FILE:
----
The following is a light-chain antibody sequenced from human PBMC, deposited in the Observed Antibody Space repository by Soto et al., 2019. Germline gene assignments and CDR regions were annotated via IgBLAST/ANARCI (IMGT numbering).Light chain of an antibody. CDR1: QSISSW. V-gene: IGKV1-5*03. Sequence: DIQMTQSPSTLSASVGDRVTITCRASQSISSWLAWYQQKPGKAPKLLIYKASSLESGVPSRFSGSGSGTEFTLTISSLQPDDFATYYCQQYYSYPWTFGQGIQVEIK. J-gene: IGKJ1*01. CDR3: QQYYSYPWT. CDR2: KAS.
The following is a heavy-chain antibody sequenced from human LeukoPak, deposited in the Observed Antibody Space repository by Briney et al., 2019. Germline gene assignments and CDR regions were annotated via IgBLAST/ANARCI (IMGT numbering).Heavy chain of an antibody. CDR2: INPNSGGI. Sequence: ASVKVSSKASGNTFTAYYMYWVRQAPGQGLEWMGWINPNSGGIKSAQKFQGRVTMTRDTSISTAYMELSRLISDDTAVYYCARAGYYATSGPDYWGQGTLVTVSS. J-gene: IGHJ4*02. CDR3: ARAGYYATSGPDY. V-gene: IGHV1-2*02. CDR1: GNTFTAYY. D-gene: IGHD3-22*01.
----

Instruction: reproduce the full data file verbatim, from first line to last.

The following is a light-chain antibody sequenced from human PBMC, deposited in the Observed Antibody Space repository by Soto et al., 2019. Germline gene assignments and CDR regions were annotated via IgBLAST/ANARCI (IMGT numbering).Light chain of an antibody. CDR1: QSISSW. V-gene: IGKV1-5*03. Sequence: DIQMTQSPSTLSASVGDRVTITCRASQSISSWLAWYQQKPGKAPKLLIYKASSLESGVPSRFSGSGSGTEFTLTISSLQPDDFATYYCQQYYSYPWTFGQGIQVEIK. J-gene: IGKJ1*01. CDR3: QQYYSYPWT. CDR2: KAS.
The following is a heavy-chain antibody sequenced from human LeukoPak, deposited in the Observed Antibody Space repository by Briney et al., 2019. Germline gene assignments and CDR regions were annotated via IgBLAST/ANARCI (IMGT numbering).Heavy chain of an antibody. CDR2: INPNSGGI. Sequence: ASVKVSSKASGNTFTAYYMYWVRQAPGQGLEWMGWINPNSGGIKSAQKFQGRVTMTRDTSISTAYMELSRLISDDTAVYYCARAGYYATSGPDYWGQGTLVTVSS. J-gene: IGHJ4*02. CDR3: ARAGYYATSGPDY. V-gene: IGHV1-2*02. CDR1: GNTFTAYY. D-gene: IGHD3-22*01.